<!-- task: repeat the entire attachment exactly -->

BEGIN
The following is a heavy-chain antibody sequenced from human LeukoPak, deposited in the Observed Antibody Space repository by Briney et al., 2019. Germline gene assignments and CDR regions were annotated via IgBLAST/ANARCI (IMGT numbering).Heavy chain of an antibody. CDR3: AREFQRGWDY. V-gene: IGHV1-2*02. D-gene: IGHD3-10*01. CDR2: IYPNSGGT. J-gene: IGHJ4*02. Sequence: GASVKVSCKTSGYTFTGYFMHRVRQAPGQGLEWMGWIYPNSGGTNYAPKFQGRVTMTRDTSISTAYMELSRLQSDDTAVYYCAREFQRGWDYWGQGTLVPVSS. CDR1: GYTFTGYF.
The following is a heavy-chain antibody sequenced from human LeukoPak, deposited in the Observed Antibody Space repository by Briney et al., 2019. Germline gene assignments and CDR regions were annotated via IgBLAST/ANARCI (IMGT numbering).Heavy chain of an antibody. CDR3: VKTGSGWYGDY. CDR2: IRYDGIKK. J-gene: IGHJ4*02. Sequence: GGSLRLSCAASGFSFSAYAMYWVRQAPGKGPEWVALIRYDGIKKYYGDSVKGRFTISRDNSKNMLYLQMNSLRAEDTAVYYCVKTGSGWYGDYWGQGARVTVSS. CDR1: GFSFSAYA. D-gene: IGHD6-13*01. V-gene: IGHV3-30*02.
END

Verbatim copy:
The following is a heavy-chain antibody sequenced from human LeukoPak, deposited in the Observed Antibody Space repository by Briney et al., 2019. Germline gene assignments and CDR regions were annotated via IgBLAST/ANARCI (IMGT numbering).Heavy chain of an antibody. CDR3: AREFQRGWDY. V-gene: IGHV1-2*02. D-gene: IGHD3-10*01. CDR2: IYPNSGGT. J-gene: IGHJ4*02. Sequence: GASVKVSCKTSGYTFTGYFMHRVRQAPGQGLEWMGWIYPNSGGTNYAPKFQGRVTMTRDTSISTAYMELSRLQSDDTAVYYCAREFQRGWDYWGQGTLVPVSS. CDR1: GYTFTGYF.
The following is a heavy-chain antibody sequenced from human LeukoPak, deposited in the Observed Antibody Space repository by Briney et al., 2019. Germline gene assignments and CDR regions were annotated via IgBLAST/ANARCI (IMGT numbering).Heavy chain of an antibody. CDR3: VKTGSGWYGDY. CDR2: IRYDGIKK. J-gene: IGHJ4*02. Sequence: GGSLRLSCAASGFSFSAYAMYWVRQAPGKGPEWVALIRYDGIKKYYGDSVKGRFTISRDNSKNMLYLQMNSLRAEDTAVYYCVKTGSGWYGDYWGQGARVTVSS. CDR1: GFSFSAYA. D-gene: IGHD6-13*01. V-gene: IGHV3-30*02.